Tricyclic antidepressants and tetracyclic antidepressants

Tricyclic and tetracyclic antidepressants affect brain chemicals to ease depression symptoms. Explore their side effects and whether one of these antidepressants may be a good choice for you. By Mayo Clinic Staff

Tricyclic and tetracyclic antidepressants, also called cyclic antidepressants, were among the earliest antidepressants developed. They're effective, but they've generally been replaced by antidepressants that cause fewer side effects. Other antidepressants are prescribed more often, but cyclic antidepressants are still a good option for some people. In certain cases, they relieve depression when other treatments have failed.

How tricyclic and tetracyclic antidepressants work

Tricyclic and tetracyclic antidepressants ease depression by affecting naturally occurring chemical messengers (neurotransmitters), which are used to communicate between brain cells.

Cyclic antidepressants block the absorption (reuptake) of the neurotransmitters serotonin (ser-o-TOE-nin) and norepinephrine (nor-ep-ih-NEF-rin), making more of these chemicals available in the brain. This seems to help brain cells send and receive messages, which in turn boosts mood. Most antidepressants work by changing the levels of one or more neurotransmitters.

Cyclic antidepressants also affect other chemical messengers, which can lead to a number of side effects.

Cyclic antidepressants approved to treat depression

Cyclic antidepressants are designated as tricyclic or tetracyclic, depending on the number of rings in their chemical structure — three (tri) or four (tetra). Those approved by the Food and Drug Administration to treat depression are listed below.

Tricyclic antidepressants:

  • Amitriptyline
  • Amoxapine
  • Desipramine (Norpramin)
  • Doxepin
  • Imipramine (Tofranil)
  • Nortriptyline (Pamelor)
  • Protriptyline (Vivactil)
  • Trimipramine (Surmontil)

Maprotiline is a tetracyclic antidepressant.

Some of these medications are available as liquids (oral solutions).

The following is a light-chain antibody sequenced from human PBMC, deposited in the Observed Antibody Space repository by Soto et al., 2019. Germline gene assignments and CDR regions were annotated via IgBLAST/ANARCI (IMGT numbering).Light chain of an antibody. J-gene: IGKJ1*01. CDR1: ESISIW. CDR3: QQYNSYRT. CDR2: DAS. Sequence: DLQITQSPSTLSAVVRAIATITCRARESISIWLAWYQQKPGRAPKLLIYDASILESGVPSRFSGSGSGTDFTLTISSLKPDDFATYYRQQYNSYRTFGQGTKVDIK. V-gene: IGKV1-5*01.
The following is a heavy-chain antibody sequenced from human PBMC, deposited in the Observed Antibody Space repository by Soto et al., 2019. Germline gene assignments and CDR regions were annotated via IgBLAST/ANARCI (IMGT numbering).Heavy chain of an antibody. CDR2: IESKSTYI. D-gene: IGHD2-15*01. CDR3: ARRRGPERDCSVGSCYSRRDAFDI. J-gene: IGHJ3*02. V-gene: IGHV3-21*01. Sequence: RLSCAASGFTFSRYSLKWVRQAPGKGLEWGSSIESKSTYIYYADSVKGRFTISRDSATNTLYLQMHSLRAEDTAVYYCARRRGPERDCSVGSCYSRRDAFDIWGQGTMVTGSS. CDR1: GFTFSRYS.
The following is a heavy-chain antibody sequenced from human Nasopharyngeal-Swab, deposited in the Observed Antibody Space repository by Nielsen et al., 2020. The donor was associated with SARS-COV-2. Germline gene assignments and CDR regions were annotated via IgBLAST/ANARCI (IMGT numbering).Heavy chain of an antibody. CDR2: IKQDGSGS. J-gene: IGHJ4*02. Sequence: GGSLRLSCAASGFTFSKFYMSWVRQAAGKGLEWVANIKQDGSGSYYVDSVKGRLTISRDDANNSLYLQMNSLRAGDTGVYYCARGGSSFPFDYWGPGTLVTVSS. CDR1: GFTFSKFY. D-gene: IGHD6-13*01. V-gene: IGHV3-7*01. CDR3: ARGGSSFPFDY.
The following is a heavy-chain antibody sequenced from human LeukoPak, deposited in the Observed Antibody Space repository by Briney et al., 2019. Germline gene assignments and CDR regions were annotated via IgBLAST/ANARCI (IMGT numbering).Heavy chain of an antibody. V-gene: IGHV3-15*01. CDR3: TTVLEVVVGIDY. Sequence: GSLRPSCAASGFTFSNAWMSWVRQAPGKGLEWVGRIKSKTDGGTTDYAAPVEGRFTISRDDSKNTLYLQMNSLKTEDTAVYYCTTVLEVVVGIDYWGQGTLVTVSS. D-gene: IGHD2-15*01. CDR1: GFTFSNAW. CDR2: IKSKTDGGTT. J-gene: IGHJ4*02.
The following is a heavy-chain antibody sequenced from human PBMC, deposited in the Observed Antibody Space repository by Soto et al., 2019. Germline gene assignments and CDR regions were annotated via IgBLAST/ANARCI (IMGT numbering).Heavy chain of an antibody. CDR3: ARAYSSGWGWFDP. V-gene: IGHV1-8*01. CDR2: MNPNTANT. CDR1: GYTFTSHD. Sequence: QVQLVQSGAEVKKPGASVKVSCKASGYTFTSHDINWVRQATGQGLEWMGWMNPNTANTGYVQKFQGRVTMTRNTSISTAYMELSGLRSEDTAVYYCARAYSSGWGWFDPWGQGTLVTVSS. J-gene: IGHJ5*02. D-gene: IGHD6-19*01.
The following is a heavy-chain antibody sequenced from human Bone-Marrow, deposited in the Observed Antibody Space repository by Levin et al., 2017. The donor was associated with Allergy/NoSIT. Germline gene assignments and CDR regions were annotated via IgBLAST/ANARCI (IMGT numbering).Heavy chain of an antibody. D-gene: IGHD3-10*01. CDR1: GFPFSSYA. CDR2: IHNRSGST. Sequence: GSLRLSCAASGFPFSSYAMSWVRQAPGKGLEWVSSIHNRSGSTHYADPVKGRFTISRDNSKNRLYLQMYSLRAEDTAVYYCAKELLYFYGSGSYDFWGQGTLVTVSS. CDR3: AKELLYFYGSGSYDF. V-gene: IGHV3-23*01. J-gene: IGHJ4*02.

Sometimes, these antidepressants are used to treat conditions other than depression, such as anxiety disorders or nerve-related (neuropathic) pain.

Side effects and cautions

Side effects of cyclic antidepressants vary somewhat from medication to medication and usually don't last long. The most common side effects of cyclic antidepressants include:

  • Dry mouth
  • Blurred vision
  • Constipation
  • Urinary retention
  • Drowsiness
  • Increased appetite leading to weight gain
  • Drop in blood pressure when moving from sitting to standing, which can cause lightheadedness
  • Increased sweating

Other side effects may include:

  • Disorientation or confusion, particularly in older people when the dosage is too high
  • Tremor
  • Increased or irregular heart rate
  • More-frequent seizures in people who have seizures
  • Difficulty achieving an erection, delayed orgasm or low sex drive

Read the package insert for additional side effects and talk to your doctor or pharmacist if you have questions.

Some tricyclic antidepressants are more likely to cause particular side effects. For example, amitriptyline, doxepin and trimipramine are more likely to make you sleepy than are other tricyclic antidepressants. Amitriptyline, doxepin and imipramine are more likely to cause weight gain than are other tricyclic antidepressants. Nortriptyline and desipramine appear to have better tolerated side effects.

Jul. 19, 2013 See more In-depth